Sirach 7:17Ben Sira, Ecclesiasticus
15 Do not hate hard labor or farm work, which was created by the Most High. 16 Do not enroll in the ranks of sinners; remember that retribution does not delay. 17 Humble yourself to the utmost, for the punishment of the ungodly is fire and worms. 18 Do not exchange a friend for money, or a real brother for the gold of Ophir. 19 Do not dismiss a wise and good wife, for her charm is worth more than gold.
16 For every sacrifice as a fragrant offering is a small thing, and the fat of all whole burnt offerings to you is a very little thing; but whoever fears the Lord is great forever. 17 Woe to the nations that rise up against my people! The Lord Almighty will take vengeance on them in the day of judgment; he will send fire and worms into their flesh; they shall weep in pain forever. 18 When they arrived at Jerusalem, they worshiped God. As soon as the people were purified, they offered their burnt offerings, their freewill offerings, and their gifts.
Notes and References
"... There is evidence that Isaiah 66:24 played a strong influence on Jewish views of the judgement around the turn of the era. In Judith 16:17 the writer warns that the Lord will take vengeance on the nations that rise up against Israel. He will give 'fire and worms' to their flesh. 198 In contrast to Isaiah 66:24 where the fire and the worms are agents of destruction, here they become agents of torment; the wicked shall 'weep in pain forever' (Judith 16:17). Likewise Sirach 7:17 warns that the punishment of the ungodly will be 'fire and worms'. In contrast to Judith, Sirach does not clarify whether the punishment will result in destruction or prolonged torment. The Isaiah Targum oscillates between the two views. First the translator states that the breath of the wicked "will not die and their fire shall not be quenched" suggesting perhaps ongoing suffering. However, he adds that they will suffer only until the righteous say, 'we have seen enough' (Targum Isaiah 66:24) ..."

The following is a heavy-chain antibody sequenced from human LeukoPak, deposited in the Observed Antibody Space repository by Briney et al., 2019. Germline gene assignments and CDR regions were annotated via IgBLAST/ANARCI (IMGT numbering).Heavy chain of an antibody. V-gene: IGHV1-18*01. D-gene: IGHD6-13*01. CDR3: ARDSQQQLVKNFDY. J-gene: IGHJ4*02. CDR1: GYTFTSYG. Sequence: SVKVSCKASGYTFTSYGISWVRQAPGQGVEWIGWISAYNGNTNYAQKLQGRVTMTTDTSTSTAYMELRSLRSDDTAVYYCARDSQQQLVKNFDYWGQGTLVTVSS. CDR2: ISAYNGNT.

Papaioannou, Kim Gary Places of Punishment in the Synoptic Gospels (pp. 56-57) Durham University, 2004
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